1961

Every Beat of My Heart – Pips

Wheels – Stringalongs

Save the Last Dance for Me – Drifters

Stand by Me:

 

10. Michael – Highwaymen

9. Will You Love Me Tomorrow – Shirelles

8 Blue Moon – Marcels

7, The Lion Sleeps Tonight – Tokens

6. Take Good Care of My Baby – Bobby Vee

5. Pony Time – Chubby Checker

4. Wonderland By Night – Bert Kaempfert

3. Runaway – Del Shannon

2. Big Bad John – Jimmy Dean

1. Tossin’ and Turnin’ – Bobby Lewis

 

4 Responses to 1961

  1. Harry Jacobs says:

    I am an old retired Army Sergeant. I returned from Europe in January of 1961 and was stationed at St Bonaventure University in Olean NY. The first thing I did was to order a new 1961 Mercury Monterey Convertible. I took delivery of it in February during a snowstorm. I drove it to the garage at my home with the top down and heater going full blast as the temperture was hovering around zero.
    I had a lot of fun with that car. When I was ordered to Korea I had to sell it. Upon my return to the States, I tried to find my Merc and buy it back if I could but no luck. After some more overseas assisgnments I retired from the Army. I decided that another 61 Merc Monterey Convertible have to do. To my dismay, I found them to be quite scarce.
    I acquired one that was in about a number 3 condition but it ran with 413,000 miles on it. It has power steering, brakes, windows, and automatic transmission with a 390 cu. in. engine. It took three and half years to restore its to original condition and many, many dollars. Parts were very hard to find although there was many common parts between Ford, Lincoln, and Mercury so that fact saved many hours.
    I think I now have one of the finest Mercurys anywhere.
    I get lots of positive comments from everyone on its gracious beauty.

    • Bill says:

      Hi Harry, Great story! I actually see quite a few ads placed by people looking for a specific car or a particular make and model from their past. I once helped a fellow find a 1957 Ford convertible that once belonged to his grandfather. It’s not an easy job but if you have contacts in the hobby across the country, sometimes you get lucky. Some clubs keep a registry of all cars of their particular interest; for example “The Edsel Registry” does this and can give you the history of many cars and where they are today, even if they’re wrecked. The Cougar Club of America is an invaluable source of information too. I’m not aware of a similar database for 1961 Mercury, but you might drop a line to Jerry Robbin at the International Mercury Owners Association Facebook page. He or another member might be able to help you find the original.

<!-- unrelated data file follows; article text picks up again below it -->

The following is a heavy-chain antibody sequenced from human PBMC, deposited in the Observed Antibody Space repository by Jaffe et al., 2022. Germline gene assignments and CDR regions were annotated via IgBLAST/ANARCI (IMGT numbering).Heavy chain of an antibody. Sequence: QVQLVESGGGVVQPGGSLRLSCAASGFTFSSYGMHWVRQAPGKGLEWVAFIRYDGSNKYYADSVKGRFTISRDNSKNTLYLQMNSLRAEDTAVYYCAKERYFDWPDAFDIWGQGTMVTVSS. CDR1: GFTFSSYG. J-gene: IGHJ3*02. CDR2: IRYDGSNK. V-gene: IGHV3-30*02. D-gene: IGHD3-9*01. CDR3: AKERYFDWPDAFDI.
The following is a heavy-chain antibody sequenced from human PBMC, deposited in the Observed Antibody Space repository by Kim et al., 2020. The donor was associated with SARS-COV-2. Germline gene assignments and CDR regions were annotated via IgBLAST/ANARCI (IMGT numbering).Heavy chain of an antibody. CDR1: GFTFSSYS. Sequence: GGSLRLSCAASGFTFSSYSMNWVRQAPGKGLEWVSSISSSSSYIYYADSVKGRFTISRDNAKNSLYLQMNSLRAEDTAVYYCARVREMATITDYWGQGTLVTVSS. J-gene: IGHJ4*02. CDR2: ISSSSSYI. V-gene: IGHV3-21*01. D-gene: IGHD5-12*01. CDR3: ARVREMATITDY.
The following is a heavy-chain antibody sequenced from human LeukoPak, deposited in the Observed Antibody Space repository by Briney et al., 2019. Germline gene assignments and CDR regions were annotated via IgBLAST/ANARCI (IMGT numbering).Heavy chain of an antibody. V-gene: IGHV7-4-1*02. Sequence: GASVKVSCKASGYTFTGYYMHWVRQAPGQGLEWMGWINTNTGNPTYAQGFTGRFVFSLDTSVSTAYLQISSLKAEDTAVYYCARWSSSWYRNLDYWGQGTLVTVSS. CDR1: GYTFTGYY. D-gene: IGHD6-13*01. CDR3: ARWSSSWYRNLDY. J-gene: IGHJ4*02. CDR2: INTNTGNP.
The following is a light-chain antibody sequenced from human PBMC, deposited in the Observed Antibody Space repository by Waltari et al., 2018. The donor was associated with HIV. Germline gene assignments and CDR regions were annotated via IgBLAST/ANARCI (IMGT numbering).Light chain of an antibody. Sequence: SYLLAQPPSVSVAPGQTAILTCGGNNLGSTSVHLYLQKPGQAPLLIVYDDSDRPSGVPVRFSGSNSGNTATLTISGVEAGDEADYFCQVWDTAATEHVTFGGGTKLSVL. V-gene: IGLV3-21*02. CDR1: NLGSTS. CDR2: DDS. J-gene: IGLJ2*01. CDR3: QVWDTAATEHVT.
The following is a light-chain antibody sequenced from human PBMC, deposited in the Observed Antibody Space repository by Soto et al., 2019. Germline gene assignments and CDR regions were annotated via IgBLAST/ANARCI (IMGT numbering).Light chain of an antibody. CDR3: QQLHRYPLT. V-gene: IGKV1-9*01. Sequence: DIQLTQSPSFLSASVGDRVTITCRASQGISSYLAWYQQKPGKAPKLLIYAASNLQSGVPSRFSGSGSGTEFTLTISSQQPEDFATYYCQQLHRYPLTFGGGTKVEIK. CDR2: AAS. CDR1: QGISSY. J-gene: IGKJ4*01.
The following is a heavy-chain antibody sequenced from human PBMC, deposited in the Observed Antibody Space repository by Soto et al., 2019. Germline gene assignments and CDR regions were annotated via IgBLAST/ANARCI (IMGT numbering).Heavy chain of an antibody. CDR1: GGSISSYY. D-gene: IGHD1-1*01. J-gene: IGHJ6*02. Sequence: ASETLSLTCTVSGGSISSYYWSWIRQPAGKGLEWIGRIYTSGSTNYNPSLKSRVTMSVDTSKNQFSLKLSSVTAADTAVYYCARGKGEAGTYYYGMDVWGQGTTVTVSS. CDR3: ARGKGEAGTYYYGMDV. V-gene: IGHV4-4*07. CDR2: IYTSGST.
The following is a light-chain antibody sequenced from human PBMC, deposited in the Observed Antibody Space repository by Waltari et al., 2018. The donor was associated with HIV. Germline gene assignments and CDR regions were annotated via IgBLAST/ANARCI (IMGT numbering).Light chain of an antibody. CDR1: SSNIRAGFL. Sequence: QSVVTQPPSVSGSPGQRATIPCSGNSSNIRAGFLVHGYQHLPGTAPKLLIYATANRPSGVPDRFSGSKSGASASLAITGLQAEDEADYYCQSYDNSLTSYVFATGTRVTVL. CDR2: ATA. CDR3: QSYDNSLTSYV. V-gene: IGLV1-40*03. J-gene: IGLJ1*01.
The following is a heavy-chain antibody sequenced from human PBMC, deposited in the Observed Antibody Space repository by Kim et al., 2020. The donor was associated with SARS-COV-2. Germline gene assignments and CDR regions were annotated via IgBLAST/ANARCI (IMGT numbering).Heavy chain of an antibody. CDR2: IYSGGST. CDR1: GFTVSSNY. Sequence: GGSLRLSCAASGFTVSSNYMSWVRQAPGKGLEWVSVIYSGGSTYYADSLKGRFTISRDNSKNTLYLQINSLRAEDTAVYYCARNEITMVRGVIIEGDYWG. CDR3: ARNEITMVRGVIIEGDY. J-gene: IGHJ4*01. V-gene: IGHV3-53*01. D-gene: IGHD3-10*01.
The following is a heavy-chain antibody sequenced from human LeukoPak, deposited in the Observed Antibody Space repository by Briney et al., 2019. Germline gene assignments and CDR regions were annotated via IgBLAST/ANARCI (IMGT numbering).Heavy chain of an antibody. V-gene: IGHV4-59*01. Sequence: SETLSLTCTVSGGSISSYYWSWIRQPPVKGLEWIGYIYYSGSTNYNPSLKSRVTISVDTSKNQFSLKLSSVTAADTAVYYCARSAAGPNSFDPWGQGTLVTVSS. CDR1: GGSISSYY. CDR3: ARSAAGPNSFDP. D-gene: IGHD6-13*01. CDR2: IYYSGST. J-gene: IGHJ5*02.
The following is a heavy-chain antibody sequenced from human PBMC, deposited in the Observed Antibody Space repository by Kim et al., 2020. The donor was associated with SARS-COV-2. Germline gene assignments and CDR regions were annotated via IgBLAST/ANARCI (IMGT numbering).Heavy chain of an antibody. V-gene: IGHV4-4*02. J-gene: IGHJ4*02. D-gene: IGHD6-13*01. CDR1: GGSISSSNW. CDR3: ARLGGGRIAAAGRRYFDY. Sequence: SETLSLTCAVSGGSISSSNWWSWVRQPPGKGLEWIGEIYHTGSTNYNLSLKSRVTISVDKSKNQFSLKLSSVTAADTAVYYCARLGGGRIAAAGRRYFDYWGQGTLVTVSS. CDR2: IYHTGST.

Kind Regards, Bill

  2. The full-sized Mercury for 1961 has never been, it seems, almost anyone’s opinion of a classic car. Why? I have somehow always held it in high esteem, though, since childhood. Perhaps after seeing it first used as a getaway car in an episode of the Fugitive TV series (There Goes the Ball Game). Somehow after, I’ve found this forgotten Merc to have made a niche in my heart. I work at a Shell station, and a friend of mine, who previously owned a ’63 Montclair, had a pair of ’61 Merc hubcaps, and gave them to me. I intend to polish them, and then mount them on my bedroom wall. Then, who knows indeed, this may lead me to if a long duration, a worthy one, of saving up to a few thousand, so that I could at least acquire one of the two Meteors offered that year; most Monterey convertibles and Colony Parks are predictably spoken for, and go for galactic prices in fine shape. Meteors are rarer, and even more the unsung hero caliper, but probably more on the market, and affordable. Most ’61 Mercs possess six taillights, but the base Meteors instead have Pontiac style oval units. Was there a Pontiac influence when this car was styled ? Take that aggressive crescent concave grille; it’s a distinction all its’ own, and again, I see a touch of Pontiac. Perhaps when the movie “Christine” was made, this would have been a more appropriate car. Perhaps this Merc was never a solid hit with most because of its’ all-too familiar kinship with the Galaxie of the same year, which beyond that, is probably what did Mercury in; the overkill kinship to Ford the division could somehow never escape. Nevertheless, and despite warnings from friends about investing in any car this old, those hubcaps may have jumpstarted something in me, and I may be behind the wheel of a beloved 1961 Meteor, and I hope it’s a four-door hardtop. Undervalued, overlooked, but creative automotive example, the 1961 Mercury, out of Dearborn.
    I had caught a classic rerun of the original Price Is Right (Bill Cullem) on the Game Show Network (cable), and there was a fully equipped all-new Monterey convertible for 1961 as the second prize; a beautiful car, and with every option you could want, and get. Let’s see what the future will bring to me.
    VROOM!!!

    • Bill says:

      Hi David, Well you’re right, the 1961 Mercury Monterey and the two Meteors, along with 1962 full-size Mercs were the cars that got no respect. Today they command considerably less interest than 1960 and earlier cars. In fact the 1961 Mercurys set the tone for all subsequent incarnations. Today, a similarly equipped Ford will almost always fetch a higher dollar. I’ve never been able to grasp why almost overnight Mercury acquired an image as an “old man car” and as Bunky Knudson of Dodge once said: “I can sell a young man’s car to an older guy, but I can’t sell an old man car to a young man”. And near as I can tell that’s the post 1961 Mercury story. But that only makes them easier to afford for you and me! Right?!

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